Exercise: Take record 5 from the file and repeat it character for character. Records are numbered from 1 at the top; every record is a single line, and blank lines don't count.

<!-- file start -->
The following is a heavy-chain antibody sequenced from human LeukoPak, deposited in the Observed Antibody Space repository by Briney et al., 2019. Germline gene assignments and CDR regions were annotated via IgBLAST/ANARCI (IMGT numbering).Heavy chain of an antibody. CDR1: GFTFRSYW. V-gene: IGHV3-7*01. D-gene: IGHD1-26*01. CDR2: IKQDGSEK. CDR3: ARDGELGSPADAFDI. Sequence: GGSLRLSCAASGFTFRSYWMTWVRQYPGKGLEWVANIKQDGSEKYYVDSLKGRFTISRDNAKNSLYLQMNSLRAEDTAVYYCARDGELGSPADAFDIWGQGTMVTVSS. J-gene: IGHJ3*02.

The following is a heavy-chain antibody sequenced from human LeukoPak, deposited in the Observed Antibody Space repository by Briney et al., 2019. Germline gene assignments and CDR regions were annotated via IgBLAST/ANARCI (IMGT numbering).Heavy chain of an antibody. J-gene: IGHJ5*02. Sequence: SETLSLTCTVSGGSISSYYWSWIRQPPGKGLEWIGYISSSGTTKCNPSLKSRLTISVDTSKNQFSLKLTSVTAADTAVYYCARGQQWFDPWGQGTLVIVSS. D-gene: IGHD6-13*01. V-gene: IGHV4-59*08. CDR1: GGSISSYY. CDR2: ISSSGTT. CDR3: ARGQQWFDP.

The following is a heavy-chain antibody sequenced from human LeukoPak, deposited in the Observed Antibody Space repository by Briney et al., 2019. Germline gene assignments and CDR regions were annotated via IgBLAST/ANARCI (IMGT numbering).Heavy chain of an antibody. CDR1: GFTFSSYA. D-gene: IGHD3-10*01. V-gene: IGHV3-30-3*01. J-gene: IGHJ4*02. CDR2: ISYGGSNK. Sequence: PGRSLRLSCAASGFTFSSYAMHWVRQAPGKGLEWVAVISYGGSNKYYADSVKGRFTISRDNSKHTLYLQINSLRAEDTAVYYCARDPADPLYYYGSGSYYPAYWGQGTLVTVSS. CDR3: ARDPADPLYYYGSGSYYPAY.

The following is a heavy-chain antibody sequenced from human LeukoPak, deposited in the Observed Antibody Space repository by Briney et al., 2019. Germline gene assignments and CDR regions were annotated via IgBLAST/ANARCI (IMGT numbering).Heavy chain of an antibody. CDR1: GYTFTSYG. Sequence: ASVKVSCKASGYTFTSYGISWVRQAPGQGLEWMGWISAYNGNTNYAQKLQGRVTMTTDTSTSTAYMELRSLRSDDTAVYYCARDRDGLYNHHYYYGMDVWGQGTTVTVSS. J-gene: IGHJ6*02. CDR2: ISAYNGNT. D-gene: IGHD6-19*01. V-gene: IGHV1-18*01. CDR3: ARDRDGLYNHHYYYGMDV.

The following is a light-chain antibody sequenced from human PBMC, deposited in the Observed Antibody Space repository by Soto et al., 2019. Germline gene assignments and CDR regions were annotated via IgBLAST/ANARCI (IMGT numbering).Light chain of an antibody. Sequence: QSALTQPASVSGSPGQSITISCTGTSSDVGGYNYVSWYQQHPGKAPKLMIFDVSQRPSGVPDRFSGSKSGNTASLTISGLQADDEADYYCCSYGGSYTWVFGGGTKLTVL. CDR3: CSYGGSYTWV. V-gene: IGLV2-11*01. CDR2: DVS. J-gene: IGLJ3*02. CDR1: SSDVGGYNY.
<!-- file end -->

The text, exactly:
The following is a light-chain antibody sequenced from human PBMC, deposited in the Observed Antibody Space repository by Soto et al., 2019. Germline gene assignments and CDR regions were annotated via IgBLAST/ANARCI (IMGT numbering).Light chain of an antibody. Sequence: QSALTQPASVSGSPGQSITISCTGTSSDVGGYNYVSWYQQHPGKAPKLMIFDVSQRPSGVPDRFSGSKSGNTASLTISGLQADDEADYYCCSYGGSYTWVFGGGTKLTVL. CDR3: CSYGGSYTWV. V-gene: IGLV2-11*01. CDR2: DVS. J-gene: IGLJ3*02. CDR1: SSDVGGYNY.